Doing business in the Netherlands is an attractive prospect thanks to its strategic position in Europe and its buzzing, internationally oriented economy. Plenty of expats are making the move to the Netherlands for its modern work environment where equality is valued and hard work is appreciated.
The Dutch are used to dealing with foreign associates and it shouldn't take expats long to adapt to Dutch business culture.
The Netherlands was ranked 42nd out of 190 countries in the World Bank’s Ease of Doing Business Survey for 2020. As demonstrated in the survey, the country makes it easy to trade across its borders, ranking first in this category. It also came in first place for trading across borders, 7th for resolving insolvency and 22nd for paying taxes. But it ranked at 119th for getting credit, which can present a bit of a challenge for those expats who want to start their own businesses.
Dutch is the official language, but English, French and German are also widely spoken and understood.
Business hours are usually 9am to 5pm, Monday to Friday.
Business attire is usually smart casual. Suits are often worn but ties aren't always expected.
A firm handshake with direct eye contact is the usual form of greeting between both male and female associates.
Gifts aren't usually exchanged during business dealings.
Dutch society is very liberal, and men and women have equal rights.
Business culture in the Netherlands
Although business structures are hierarchical, the business culture in the Netherlands is collaborative and the input of all workers is valued when it comes to decision-making. But this means that decisions can take time.
The Dutch are hard working and disciplined, and tend to be quite formal and reserved in the business environment. Self-control is important in business dealings and showing emotions is rare.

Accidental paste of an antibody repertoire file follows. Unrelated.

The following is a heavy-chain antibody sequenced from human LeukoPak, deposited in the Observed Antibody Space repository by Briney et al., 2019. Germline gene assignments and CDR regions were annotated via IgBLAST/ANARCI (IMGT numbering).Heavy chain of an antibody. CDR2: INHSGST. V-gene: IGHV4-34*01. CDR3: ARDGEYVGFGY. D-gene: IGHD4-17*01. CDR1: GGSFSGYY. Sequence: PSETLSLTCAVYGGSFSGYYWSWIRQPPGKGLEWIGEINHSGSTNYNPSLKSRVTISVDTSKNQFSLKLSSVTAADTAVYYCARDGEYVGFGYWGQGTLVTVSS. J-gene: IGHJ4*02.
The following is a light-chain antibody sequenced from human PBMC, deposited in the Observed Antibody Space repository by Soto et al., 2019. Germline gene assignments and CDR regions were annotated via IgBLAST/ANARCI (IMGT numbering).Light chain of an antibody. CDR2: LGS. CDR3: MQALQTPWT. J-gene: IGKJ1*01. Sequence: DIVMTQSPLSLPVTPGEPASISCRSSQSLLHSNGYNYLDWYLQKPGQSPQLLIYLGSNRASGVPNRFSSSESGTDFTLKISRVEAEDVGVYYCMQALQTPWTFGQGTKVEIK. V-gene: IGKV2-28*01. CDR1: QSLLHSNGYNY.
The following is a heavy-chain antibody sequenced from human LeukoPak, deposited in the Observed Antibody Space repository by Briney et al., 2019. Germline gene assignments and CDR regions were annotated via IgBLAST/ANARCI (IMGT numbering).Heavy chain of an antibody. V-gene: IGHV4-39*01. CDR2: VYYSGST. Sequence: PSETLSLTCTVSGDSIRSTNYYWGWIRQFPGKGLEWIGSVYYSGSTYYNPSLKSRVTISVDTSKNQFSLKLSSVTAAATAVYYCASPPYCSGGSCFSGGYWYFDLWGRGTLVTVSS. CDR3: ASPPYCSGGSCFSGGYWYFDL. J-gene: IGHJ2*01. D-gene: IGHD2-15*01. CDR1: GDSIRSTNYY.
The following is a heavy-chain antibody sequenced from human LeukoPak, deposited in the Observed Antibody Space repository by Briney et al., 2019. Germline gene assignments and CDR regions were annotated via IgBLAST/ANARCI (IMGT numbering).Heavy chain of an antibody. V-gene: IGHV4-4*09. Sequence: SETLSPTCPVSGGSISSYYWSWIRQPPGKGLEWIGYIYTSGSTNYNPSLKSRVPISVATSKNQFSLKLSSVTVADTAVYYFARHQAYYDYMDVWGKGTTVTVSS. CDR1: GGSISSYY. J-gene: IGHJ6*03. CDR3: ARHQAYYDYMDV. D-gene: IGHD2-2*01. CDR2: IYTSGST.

Punctuality is vital and it’s usual to skip pleasantries and get straight to business during meetings.
The Dutch are very private people and prefer to separate work and personal life. It's unusual to socialise with colleagues outside of the office.
The Dutch communication style is direct and expats will likely always know where they stand with their local associates. Answers will be clear and straightforward which often comes across as being blunt, and it may take a while for expats who are accustomed to more indirect communication to get used to this.
Honesty is expected and appreciated, and it’s best to be open and direct when dealing with Dutch colleagues.
Personal space is valued and it’s unusual to stand too close to or touch colleagues when conversing.
Dos and don’ts of doing business in the Netherlands
Do be punctual for meetings and expect them to adhere to a strict agenda
Don’t expect much small talk at the beginning of a meeting as the Dutch prefer to get straight to business
Do maintain direct eye contact when speaking to associates
Don’t show emotion or use over-expressive language or gestures when dealing with Dutch associates
Do expect decision making to be a drawn-out process where every detail is examined and everyone's opinion is considered
►Learn more about Dutch business in Working in the Netherlands
"If you are skilled in one thing that is the only job that you do. There is no variation or change. So if you are a jack of all trades it's unheard of here. Pick a skill, learn it and be an expert." Read more on expat Monique's experiences of business culture in the Netherlands.
"The biggest difference we have noticed is boundaries between work and home are more clearly defined here. People are more protective of their personal time (e.g. not working on weekends, not working irregular hours during the week). We have more flexibility to work from home." Keep reading our interview with Harini and Eric for their perspective on the work culture in the Netherlands.
Are you an expat living in The Netherlands?
Expat Arrivals is looking for locals to contribute to this guide, and answer forum questions from others planning their move to The Netherlands. Please contact us if you'd like to contribute.
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